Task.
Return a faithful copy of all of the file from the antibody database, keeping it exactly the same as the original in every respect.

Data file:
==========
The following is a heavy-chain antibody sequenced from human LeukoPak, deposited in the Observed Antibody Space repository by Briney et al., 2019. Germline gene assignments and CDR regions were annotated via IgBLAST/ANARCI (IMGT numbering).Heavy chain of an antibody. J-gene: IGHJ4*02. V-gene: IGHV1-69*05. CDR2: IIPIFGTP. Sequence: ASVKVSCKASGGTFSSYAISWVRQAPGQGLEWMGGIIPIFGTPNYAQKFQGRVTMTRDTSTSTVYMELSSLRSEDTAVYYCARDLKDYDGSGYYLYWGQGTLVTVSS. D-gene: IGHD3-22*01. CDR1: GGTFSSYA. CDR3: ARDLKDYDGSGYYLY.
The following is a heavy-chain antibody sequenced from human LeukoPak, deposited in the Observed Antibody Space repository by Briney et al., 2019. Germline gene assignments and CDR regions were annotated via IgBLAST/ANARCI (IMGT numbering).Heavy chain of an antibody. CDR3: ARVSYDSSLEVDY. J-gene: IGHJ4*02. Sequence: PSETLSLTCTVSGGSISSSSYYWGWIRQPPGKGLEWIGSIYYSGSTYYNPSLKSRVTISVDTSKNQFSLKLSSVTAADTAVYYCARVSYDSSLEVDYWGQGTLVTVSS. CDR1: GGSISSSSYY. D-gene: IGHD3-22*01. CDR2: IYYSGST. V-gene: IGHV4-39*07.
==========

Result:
The following is a heavy-chain antibody sequenced from human LeukoPak, deposited in the Observed Antibody Space repository by Briney et al., 2019. Germline gene assignments and CDR regions were annotated via IgBLAST/ANARCI (IMGT numbering).Heavy chain of an antibody. J-gene: IGHJ4*02. V-gene: IGHV1-69*05. CDR2: IIPIFGTP. Sequence: ASVKVSCKASGGTFSSYAISWVRQAPGQGLEWMGGIIPIFGTPNYAQKFQGRVTMTRDTSTSTVYMELSSLRSEDTAVYYCARDLKDYDGSGYYLYWGQGTLVTVSS. D-gene: IGHD3-22*01. CDR1: GGTFSSYA. CDR3: ARDLKDYDGSGYYLY.
The following is a heavy-chain antibody sequenced from human LeukoPak, deposited in the Observed Antibody Space repository by Briney et al., 2019. Germline gene assignments and CDR regions were annotated via IgBLAST/ANARCI (IMGT numbering).Heavy chain of an antibody. CDR3: ARVSYDSSLEVDY. J-gene: IGHJ4*02. Sequence: PSETLSLTCTVSGGSISSSSYYWGWIRQPPGKGLEWIGSIYYSGSTYYNPSLKSRVTISVDTSKNQFSLKLSSVTAADTAVYYCARVSYDSSLEVDYWGQGTLVTVSS. CDR1: GGSISSSSYY. D-gene: IGHD3-22*01. CDR2: IYYSGST. V-gene: IGHV4-39*07.